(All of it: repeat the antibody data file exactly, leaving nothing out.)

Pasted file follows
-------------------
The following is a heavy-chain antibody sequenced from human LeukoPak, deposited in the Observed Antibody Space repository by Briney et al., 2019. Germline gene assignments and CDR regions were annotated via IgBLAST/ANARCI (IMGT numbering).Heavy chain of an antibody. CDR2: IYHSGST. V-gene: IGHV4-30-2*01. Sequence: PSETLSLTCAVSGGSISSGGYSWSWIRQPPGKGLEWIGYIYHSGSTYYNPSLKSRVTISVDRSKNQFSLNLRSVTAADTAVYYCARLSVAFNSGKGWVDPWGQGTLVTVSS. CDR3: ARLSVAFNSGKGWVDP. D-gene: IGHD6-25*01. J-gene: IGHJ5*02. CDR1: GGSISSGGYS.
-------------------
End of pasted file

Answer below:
The following is a heavy-chain antibody sequenced from human LeukoPak, deposited in the Observed Antibody Space repository by Briney et al., 2019. Germline gene assignments and CDR regions were annotated via IgBLAST/ANARCI (IMGT numbering).Heavy chain of an antibody. CDR2: IYHSGST. V-gene: IGHV4-30-2*01. Sequence: PSETLSLTCAVSGGSISSGGYSWSWIRQPPGKGLEWIGYIYHSGSTYYNPSLKSRVTISVDRSKNQFSLNLRSVTAADTAVYYCARLSVAFNSGKGWVDPWGQGTLVTVSS. CDR3: ARLSVAFNSGKGWVDP. D-gene: IGHD6-25*01. J-gene: IGHJ5*02. CDR1: GGSISSGGYS.